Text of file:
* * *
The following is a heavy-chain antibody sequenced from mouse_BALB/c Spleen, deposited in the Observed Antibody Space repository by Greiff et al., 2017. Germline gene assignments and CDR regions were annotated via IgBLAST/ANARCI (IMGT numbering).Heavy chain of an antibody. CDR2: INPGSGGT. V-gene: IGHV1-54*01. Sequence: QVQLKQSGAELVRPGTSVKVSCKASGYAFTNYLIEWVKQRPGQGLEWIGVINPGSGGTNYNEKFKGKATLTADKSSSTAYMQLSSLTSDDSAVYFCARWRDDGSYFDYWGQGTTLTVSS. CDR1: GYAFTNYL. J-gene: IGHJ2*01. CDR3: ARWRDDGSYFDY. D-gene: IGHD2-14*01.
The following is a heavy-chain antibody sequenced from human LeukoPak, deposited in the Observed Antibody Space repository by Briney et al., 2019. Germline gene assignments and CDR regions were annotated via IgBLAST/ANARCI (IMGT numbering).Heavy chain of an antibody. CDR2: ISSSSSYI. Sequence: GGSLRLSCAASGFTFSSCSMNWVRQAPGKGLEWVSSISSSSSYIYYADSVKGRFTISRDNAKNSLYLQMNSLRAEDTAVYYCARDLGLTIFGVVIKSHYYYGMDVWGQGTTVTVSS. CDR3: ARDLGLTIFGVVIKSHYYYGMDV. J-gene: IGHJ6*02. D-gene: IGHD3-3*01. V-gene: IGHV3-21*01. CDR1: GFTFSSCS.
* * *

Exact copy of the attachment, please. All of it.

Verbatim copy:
The following is a heavy-chain antibody sequenced from mouse_BALB/c Spleen, deposited in the Observed Antibody Space repository by Greiff et al., 2017. Germline gene assignments and CDR regions were annotated via IgBLAST/ANARCI (IMGT numbering).Heavy chain of an antibody. CDR2: INPGSGGT. V-gene: IGHV1-54*01. Sequence: QVQLKQSGAELVRPGTSVKVSCKASGYAFTNYLIEWVKQRPGQGLEWIGVINPGSGGTNYNEKFKGKATLTADKSSSTAYMQLSSLTSDDSAVYFCARWRDDGSYFDYWGQGTTLTVSS. CDR1: GYAFTNYL. J-gene: IGHJ2*01. CDR3: ARWRDDGSYFDY. D-gene: IGHD2-14*01.
The following is a heavy-chain antibody sequenced from human LeukoPak, deposited in the Observed Antibody Space repository by Briney et al., 2019. Germline gene assignments and CDR regions were annotated via IgBLAST/ANARCI (IMGT numbering).Heavy chain of an antibody. CDR2: ISSSSSYI. Sequence: GGSLRLSCAASGFTFSSCSMNWVRQAPGKGLEWVSSISSSSSYIYYADSVKGRFTISRDNAKNSLYLQMNSLRAEDTAVYYCARDLGLTIFGVVIKSHYYYGMDVWGQGTTVTVSS. CDR3: ARDLGLTIFGVVIKSHYYYGMDV. J-gene: IGHJ6*02. D-gene: IGHD3-3*01. V-gene: IGHV3-21*01. CDR1: GFTFSSCS.